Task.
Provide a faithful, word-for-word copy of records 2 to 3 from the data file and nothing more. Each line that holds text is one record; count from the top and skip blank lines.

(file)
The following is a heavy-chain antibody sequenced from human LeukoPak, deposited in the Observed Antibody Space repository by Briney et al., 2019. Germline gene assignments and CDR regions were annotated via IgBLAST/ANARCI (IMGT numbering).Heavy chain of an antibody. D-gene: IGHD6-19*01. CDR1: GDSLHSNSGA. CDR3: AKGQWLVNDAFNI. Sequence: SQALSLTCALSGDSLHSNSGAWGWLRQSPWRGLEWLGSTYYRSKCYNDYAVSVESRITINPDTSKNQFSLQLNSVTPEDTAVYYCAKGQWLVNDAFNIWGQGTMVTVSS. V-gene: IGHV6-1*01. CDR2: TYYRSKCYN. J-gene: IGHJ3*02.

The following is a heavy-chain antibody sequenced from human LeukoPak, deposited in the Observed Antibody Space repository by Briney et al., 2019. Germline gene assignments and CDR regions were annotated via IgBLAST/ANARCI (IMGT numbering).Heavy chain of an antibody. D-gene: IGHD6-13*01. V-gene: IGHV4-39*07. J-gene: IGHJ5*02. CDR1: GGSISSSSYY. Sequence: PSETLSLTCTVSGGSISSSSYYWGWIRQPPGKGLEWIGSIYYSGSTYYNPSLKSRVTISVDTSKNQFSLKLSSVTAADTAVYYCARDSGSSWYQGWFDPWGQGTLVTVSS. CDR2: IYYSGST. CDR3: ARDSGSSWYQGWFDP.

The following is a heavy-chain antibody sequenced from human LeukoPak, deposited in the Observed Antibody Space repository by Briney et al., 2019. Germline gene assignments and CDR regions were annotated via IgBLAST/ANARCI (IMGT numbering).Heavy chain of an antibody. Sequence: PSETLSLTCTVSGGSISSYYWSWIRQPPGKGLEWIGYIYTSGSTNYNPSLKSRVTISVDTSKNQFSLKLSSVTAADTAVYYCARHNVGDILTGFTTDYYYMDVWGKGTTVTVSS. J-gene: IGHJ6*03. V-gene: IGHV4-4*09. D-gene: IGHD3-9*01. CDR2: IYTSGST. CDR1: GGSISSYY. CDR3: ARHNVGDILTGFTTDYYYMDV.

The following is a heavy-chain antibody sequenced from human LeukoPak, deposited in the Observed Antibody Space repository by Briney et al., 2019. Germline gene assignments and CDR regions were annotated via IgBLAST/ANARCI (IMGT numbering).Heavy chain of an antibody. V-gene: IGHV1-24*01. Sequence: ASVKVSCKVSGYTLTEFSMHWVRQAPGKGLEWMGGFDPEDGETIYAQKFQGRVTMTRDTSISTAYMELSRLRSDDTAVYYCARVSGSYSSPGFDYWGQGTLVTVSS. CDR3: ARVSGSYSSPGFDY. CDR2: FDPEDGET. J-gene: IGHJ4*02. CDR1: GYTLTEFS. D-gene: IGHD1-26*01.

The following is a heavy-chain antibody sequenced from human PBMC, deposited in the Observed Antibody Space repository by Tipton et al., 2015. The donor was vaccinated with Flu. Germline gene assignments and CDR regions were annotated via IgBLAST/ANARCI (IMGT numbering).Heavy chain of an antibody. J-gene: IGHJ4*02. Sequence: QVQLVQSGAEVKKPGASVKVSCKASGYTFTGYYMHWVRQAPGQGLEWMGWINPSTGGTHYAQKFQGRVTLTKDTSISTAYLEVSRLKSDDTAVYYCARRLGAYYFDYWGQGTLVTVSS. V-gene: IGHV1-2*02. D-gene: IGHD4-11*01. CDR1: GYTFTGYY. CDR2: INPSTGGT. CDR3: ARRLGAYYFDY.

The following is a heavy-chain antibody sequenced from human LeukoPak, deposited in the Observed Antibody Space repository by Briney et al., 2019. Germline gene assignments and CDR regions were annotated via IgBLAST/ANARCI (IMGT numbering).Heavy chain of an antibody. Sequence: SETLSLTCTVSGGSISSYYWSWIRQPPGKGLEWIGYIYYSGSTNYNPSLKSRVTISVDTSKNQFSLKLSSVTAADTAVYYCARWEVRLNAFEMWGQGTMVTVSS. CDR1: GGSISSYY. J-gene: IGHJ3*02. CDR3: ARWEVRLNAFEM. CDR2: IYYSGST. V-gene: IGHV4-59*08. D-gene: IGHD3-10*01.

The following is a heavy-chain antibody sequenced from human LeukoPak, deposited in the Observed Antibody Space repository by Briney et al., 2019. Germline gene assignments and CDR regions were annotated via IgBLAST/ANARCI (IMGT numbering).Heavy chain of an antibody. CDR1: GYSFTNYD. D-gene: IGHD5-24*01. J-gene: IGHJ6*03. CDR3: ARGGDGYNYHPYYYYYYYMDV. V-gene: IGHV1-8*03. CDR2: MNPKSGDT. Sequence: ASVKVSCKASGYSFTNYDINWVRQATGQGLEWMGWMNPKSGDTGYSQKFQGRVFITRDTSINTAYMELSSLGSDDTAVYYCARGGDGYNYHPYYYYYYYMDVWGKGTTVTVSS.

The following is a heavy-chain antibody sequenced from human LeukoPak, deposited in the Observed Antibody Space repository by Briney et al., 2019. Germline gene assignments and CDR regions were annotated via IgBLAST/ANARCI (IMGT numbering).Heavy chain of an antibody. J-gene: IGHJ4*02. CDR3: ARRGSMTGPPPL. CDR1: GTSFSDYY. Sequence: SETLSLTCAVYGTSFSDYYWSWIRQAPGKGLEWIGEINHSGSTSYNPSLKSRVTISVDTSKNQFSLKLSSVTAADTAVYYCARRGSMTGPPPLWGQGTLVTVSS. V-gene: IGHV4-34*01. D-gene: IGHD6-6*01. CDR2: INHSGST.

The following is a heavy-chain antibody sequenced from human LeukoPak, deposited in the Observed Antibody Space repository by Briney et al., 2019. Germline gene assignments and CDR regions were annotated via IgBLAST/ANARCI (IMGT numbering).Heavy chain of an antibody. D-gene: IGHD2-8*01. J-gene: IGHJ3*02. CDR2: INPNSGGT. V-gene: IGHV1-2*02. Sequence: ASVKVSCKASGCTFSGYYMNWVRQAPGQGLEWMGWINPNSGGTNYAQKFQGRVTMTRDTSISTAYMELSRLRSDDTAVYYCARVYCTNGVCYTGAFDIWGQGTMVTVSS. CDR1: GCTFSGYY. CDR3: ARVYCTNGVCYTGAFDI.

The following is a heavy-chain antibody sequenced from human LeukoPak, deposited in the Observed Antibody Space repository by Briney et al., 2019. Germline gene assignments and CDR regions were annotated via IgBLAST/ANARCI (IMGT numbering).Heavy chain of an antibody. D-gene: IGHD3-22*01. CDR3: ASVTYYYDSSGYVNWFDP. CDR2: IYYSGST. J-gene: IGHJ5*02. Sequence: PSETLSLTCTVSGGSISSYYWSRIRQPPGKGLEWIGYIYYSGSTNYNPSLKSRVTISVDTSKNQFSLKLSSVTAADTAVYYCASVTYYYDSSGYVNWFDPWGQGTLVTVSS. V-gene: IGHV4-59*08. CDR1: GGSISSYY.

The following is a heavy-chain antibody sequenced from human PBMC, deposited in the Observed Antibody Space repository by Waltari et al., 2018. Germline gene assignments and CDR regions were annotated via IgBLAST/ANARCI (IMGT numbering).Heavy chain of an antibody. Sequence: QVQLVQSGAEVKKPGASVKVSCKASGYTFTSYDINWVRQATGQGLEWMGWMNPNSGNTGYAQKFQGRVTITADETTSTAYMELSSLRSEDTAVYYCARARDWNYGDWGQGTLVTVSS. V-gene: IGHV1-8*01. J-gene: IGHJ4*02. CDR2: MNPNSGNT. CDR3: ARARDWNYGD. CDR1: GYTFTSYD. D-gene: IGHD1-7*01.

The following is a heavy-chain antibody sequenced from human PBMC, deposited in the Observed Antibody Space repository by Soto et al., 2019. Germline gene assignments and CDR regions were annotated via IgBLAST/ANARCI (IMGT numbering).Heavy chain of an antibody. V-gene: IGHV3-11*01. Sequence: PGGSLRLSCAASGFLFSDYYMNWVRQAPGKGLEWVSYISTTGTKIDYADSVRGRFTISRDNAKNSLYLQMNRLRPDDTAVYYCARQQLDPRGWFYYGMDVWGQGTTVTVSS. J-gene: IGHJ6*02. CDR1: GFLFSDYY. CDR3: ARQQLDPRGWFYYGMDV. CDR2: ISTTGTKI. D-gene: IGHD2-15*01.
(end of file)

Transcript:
The following is a heavy-chain antibody sequenced from human LeukoPak, deposited in the Observed Antibody Space repository by Briney et al., 2019. Germline gene assignments and CDR regions were annotated via IgBLAST/ANARCI (IMGT numbering).Heavy chain of an antibody. D-gene: IGHD6-13*01. V-gene: IGHV4-39*07. J-gene: IGHJ5*02. CDR1: GGSISSSSYY. Sequence: PSETLSLTCTVSGGSISSSSYYWGWIRQPPGKGLEWIGSIYYSGSTYYNPSLKSRVTISVDTSKNQFSLKLSSVTAADTAVYYCARDSGSSWYQGWFDPWGQGTLVTVSS. CDR2: IYYSGST. CDR3: ARDSGSSWYQGWFDP.

The following is a heavy-chain antibody sequenced from human LeukoPak, deposited in the Observed Antibody Space repository by Briney et al., 2019. Germline gene assignments and CDR regions were annotated via IgBLAST/ANARCI (IMGT numbering).Heavy chain of an antibody. Sequence: PSETLSLTCTVSGGSISSYYWSWIRQPPGKGLEWIGYIYTSGSTNYNPSLKSRVTISVDTSKNQFSLKLSSVTAADTAVYYCARHNVGDILTGFTTDYYYMDVWGKGTTVTVSS. J-gene: IGHJ6*03. V-gene: IGHV4-4*09. D-gene: IGHD3-9*01. CDR2: IYTSGST. CDR1: GGSISSYY. CDR3: ARHNVGDILTGFTTDYYYMDV.